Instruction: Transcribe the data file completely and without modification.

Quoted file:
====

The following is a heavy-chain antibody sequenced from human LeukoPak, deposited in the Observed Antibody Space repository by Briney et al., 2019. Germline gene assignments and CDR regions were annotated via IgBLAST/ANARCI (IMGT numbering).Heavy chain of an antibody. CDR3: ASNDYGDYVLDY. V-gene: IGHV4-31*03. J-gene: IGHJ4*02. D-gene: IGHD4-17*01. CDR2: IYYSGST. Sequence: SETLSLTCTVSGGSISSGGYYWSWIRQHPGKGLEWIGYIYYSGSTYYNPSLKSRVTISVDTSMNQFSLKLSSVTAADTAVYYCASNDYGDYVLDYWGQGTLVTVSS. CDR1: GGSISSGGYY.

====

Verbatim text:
The following is a heavy-chain antibody sequenced from human LeukoPak, deposited in the Observed Antibody Space repository by Briney et al., 2019. Germline gene assignments and CDR regions were annotated via IgBLAST/ANARCI (IMGT numbering).Heavy chain of an antibody. CDR3: ASNDYGDYVLDY. V-gene: IGHV4-31*03. J-gene: IGHJ4*02. D-gene: IGHD4-17*01. CDR2: IYYSGST. Sequence: SETLSLTCTVSGGSISSGGYYWSWIRQHPGKGLEWIGYIYYSGSTYYNPSLKSRVTISVDTSMNQFSLKLSSVTAADTAVYYCASNDYGDYVLDYWGQGTLVTVSS. CDR1: GGSISSGGYY.